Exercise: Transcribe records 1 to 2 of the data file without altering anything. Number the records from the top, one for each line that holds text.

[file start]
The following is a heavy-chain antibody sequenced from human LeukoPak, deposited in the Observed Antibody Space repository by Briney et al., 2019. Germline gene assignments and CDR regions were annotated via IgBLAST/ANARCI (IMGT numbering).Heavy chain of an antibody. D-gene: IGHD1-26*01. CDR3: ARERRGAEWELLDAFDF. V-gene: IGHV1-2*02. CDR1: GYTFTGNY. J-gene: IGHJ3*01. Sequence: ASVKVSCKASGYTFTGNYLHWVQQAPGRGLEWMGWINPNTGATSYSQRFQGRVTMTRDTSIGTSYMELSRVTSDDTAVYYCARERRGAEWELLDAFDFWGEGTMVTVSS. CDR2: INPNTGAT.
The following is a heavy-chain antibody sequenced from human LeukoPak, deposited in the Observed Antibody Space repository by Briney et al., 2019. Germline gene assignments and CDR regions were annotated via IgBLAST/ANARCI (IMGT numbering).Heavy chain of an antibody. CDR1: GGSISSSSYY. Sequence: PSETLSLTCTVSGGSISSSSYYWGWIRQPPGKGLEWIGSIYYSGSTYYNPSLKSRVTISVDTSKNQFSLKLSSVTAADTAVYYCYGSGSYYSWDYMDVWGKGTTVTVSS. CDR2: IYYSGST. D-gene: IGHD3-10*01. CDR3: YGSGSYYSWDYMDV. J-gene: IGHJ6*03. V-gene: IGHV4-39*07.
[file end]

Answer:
The following is a heavy-chain antibody sequenced from human LeukoPak, deposited in the Observed Antibody Space repository by Briney et al., 2019. Germline gene assignments and CDR regions were annotated via IgBLAST/ANARCI (IMGT numbering).Heavy chain of an antibody. D-gene: IGHD1-26*01. CDR3: ARERRGAEWELLDAFDF. V-gene: IGHV1-2*02. CDR1: GYTFTGNY. J-gene: IGHJ3*01. Sequence: ASVKVSCKASGYTFTGNYLHWVQQAPGRGLEWMGWINPNTGATSYSQRFQGRVTMTRDTSIGTSYMELSRVTSDDTAVYYCARERRGAEWELLDAFDFWGEGTMVTVSS. CDR2: INPNTGAT.
The following is a heavy-chain antibody sequenced from human LeukoPak, deposited in the Observed Antibody Space repository by Briney et al., 2019. Germline gene assignments and CDR regions were annotated via IgBLAST/ANARCI (IMGT numbering).Heavy chain of an antibody. CDR1: GGSISSSSYY. Sequence: PSETLSLTCTVSGGSISSSSYYWGWIRQPPGKGLEWIGSIYYSGSTYYNPSLKSRVTISVDTSKNQFSLKLSSVTAADTAVYYCYGSGSYYSWDYMDVWGKGTTVTVSS. CDR2: IYYSGST. D-gene: IGHD3-10*01. CDR3: YGSGSYYSWDYMDV. J-gene: IGHJ6*03. V-gene: IGHV4-39*07.